READ ALSO: What you need to know about Austria’s ‘Ibiza-gate’ video 

The striking images show a politician (who, by 2019, was vice-chancellor of Austria) seemingly arrogantly suggesting that a woman pretending to be the niece of a Russian oligarch might take control of the Kronen Zeitung, Austria’s largest-circulation tabloid and use it to help FPÖ’s campaign.

In return, Strache said he would arrange for public construction tenders currently awarded to Austrian giant Strabag to be given to her instead. He dismissively suggests a scheme to avoid legal scrutiny by using FPÖ-linked foundations to receive “donations”. 

The video is not the first instance of corruption in Austria, but it does highlight some of the country’s “most popular” forms of corruption: nepotism, the unethical relationship between politics and tabloid media, and bribery, particularly using the foundations known as Verein

Ibizagate repercussions

The scandal has been known as the “Ibizagate”, which had immediate and long-term consequences. It brought down the ÖVP-FPÖ ruling coalition and put the far-right party in the opposition for years – Strache also left the FPÖ and his comeback stint through his own political party failed.

The People’s Party ÖVP survived the scandal (then) and chancellor Sebastian Kurz won the following elections, forming a coalition government with the Green party. However, the scandal’s repercussions are still ongoing, creating years of “political turbulence” in Austria.

READ ALSO: Corruption in Austria: Why has ORF’s editor-in-chief resigned?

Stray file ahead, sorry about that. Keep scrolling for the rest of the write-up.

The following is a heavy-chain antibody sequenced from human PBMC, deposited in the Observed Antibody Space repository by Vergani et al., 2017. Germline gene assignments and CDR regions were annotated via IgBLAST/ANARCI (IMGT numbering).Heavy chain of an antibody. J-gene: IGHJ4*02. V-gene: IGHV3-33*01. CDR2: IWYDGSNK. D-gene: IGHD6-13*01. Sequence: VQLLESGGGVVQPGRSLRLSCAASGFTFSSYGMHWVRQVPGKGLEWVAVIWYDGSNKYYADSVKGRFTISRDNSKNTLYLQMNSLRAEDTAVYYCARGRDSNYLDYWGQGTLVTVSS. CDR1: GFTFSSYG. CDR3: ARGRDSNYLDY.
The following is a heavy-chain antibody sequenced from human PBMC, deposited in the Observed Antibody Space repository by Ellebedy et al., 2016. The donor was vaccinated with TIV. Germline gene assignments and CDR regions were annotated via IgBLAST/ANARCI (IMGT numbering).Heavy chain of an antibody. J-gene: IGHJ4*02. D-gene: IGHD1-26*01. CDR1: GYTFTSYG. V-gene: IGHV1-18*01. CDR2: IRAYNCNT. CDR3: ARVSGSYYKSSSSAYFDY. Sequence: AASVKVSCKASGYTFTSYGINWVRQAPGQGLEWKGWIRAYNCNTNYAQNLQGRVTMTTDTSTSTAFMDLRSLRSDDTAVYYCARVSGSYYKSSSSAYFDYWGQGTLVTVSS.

Investigations concerning the statements made in the infamous video led to findings on the smartphones of politicians of a high level, bringing several new police operations. 

Austria’s former Vice-Chancellor and disgraced former leader of Austria’s far-right Freedom Party (FPOe) Heinz-Christian Strache gives his private statement in Vienna, Austria. Photo: JOE KLAMAR / AFP

From then, chat conversations between ÖVP leading politicians revealed improper relations between political leaders and their friends (scandals involving bribes), their colleagues (scandals involving political appointments) and the media (scandals involving bought and edited polls to favour specific candidates) – to mention a few.

READ ALSO: Why is support for Austria’s far-right FPÖ rising?

Finally, allegations led to the resignation of once Wunderkind Sebastian Kurz (ÖVP), and the People’s Party has lost much of its popular support after each political scandal involving its members. Now, the country is led by Karl Nehammer (ÖVP), who trails in popularity polls.

Even in 2023, investigations are ongoing and new scandals, allegations and accusations might surface.

READ ALSO: 

Reforms urgently needed

Austria has also dropped in the rankings due to its failure to combat corruption due to its lenient laws and regulations. Earlier this year, a report of the Council of Europe’s Group of States against Corruption (GRECO) attests to Austria’s gross deficiencies in the fight against and prevention of corruption, as The Local reported.

Among other things, the report criticised a lack of transparency and political influence in appointments to law enforcement positions.

The group looked at corruption prevention in government and found that increased attention needs to be paid to the analysis of risk factors for corruption around the highest political officials such as chancellors, vice-chancellors, ministers, secretaries of state and general and cabinet staff.

READ ALSO: Energy, corruption, labour shortage: Austria’s plans to face its major challenges

GRECO recommended disclosing the financial circumstances of relatives and partners of these top political figures, although this “does not necessarily have to be made public”. Additionally, transparency is needed when appointing general secretaries, the report added.

Greco slams that major legislative projects such as the Transparency Act, intended to abolish official secrecy, or the reform of the criminal law on corruption, have been delayed – although the latter will now be approved.

It said that the prevention of conflicts of interest is a challenge that requires increased attention.

In its report, Transparency International stated that Austria’s government “urgently needs to move ahead with reforms to increase lobbying transparency and freedom of information”